The State of the Race

We have entered a paradox where we know both everything and nothing.

1. Labor Day

Before we get started, I'd like to share a photo sent to me by one of my buddies. I assure you that this is a real thing and was not photoshopped:

Maybe this is peak 2020?

Because we've got an outbreak of THE BUBONIC FORKING PLAGUE to go along with everything else.

Good times. Now let's move on.

We are now past another of the big campaign milestones: Labor Day. 

How does the race look?

Pretty much like it's looked the entire way:

Let's see how this compares to the polling in 2016:

A few points to note:

  • On September 8, 2016, Hillary Clinton was +3.3

  • Today, Biden is +7.5, so his lead is more than double what Clinton's was at this point.

  • Relative to 2020, the 2016 race was more volatile. There were moments when Clinton and Trump were tied; moments when Trump was in the lead; moments when Clinton's lead was large (+8), and moments when Clinton's lead was within the margin of error.

  • To date, Trump has never been closer than -3.4 against Biden.

  • On September 10, Biden will have been over the 50 percent mark for a full month. Clinton was never over 50 percent, or even very close to it.

Now, what does that all mean?

It means this: If the election were held under normal circumstances then the most likely outcome would be a Biden victory of somewhere between +5 and +7 in the popular vote.

What's more, the confidence level on that likelihood would be as high (or higher) than it's been at this point in any recent election.

But there are two problems:

(1) The election will not be held under normal circumstances. I cannot emphasize this enough: It is almost impossible to make useful assumptions about what the pandemic will do to voting. Here is a chart showing the raw number of total votes in presidential elections dating back to 1900.

Any model of the eventual outcome relies on having an educated guess on the range of total votes to be cast. Post 9/11, our election turnout have ranged from 121 million to 130 million votes.

In the pandemic environment do you think the total turnout is likely to be closer to 100 million? Or 140 million?

Nobody knows.

And if you can't even get a baseline on raw vote totals, then everything else in a model is going to be a crapshoot.

(2) The Electoral College advantage for Republicans has grown to such a degree that even a +5 popular vote margin for John Biden leaves Trump with a 10 percent chance of victory in the EC.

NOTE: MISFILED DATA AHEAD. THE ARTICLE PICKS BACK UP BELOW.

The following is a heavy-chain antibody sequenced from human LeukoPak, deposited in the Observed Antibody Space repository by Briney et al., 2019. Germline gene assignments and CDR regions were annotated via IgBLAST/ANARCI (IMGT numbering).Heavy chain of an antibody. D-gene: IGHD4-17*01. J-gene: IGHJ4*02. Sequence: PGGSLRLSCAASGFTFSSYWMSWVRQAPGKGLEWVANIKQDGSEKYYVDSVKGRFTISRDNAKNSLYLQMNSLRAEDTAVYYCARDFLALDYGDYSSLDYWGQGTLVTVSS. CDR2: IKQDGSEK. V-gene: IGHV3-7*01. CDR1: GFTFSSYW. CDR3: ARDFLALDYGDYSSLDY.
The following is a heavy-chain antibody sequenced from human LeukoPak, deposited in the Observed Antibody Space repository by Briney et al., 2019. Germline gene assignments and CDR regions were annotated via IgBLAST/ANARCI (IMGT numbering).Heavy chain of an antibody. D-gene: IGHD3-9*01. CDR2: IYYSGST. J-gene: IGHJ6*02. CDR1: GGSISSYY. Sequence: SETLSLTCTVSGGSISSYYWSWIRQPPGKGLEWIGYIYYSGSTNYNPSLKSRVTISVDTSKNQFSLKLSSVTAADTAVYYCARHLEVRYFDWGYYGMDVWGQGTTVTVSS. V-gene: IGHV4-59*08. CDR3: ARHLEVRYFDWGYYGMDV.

All of which is to say that we are in a paradox. We know what the mood of the country is. We know what people think.

But we have no idea who will be elected president 55 days from now.

2. Movie Theaters

I went to the movies last night for the first time in half a year.

What I saw was not encouraging for the future of the industry.

First the good news.

I went to an AMC where they dispensed with security theater (no temperature check). They also drew a hard line on masks at the front door, insisting that bandanas and neck gaiters were not sufficient.

There ends the good news.

Here is the bad news:

Of the 9 people at my screening, only three of us wore masks. The other 6 were eating popcorn and so did not wear their masks at any point during the presentation of the film.

What good is it to have a "wear a mask" policy if there's a loophole that says, "If you buy a bag of popcorn, you don't actually have to wear your mask"?

I put this under the "bad news" category because people are not going to come back to theaters en mass if mask protocols aren't working.

But here's what I found really depressing: AMC is the best large chain in the country. And it seems like the company's response to an extinction-level event is not to innovate their way out of the problem, but to cross their fingers and hope that everything goes back to normal somehow.

Let's start with safety protocols.

I'm not a mask absolutist. There are plenty of situations in which mask usage is superfluous. But sitting in a theater for 150 minutes is not one of them. If you were going to rank activities by their potential to spread the virus, theatergoing would be in the first, riskiest tranche.

So first, the movie theaters ought to be providing an N95 (or KN95) mask to everyone who enters as part of the ticket price.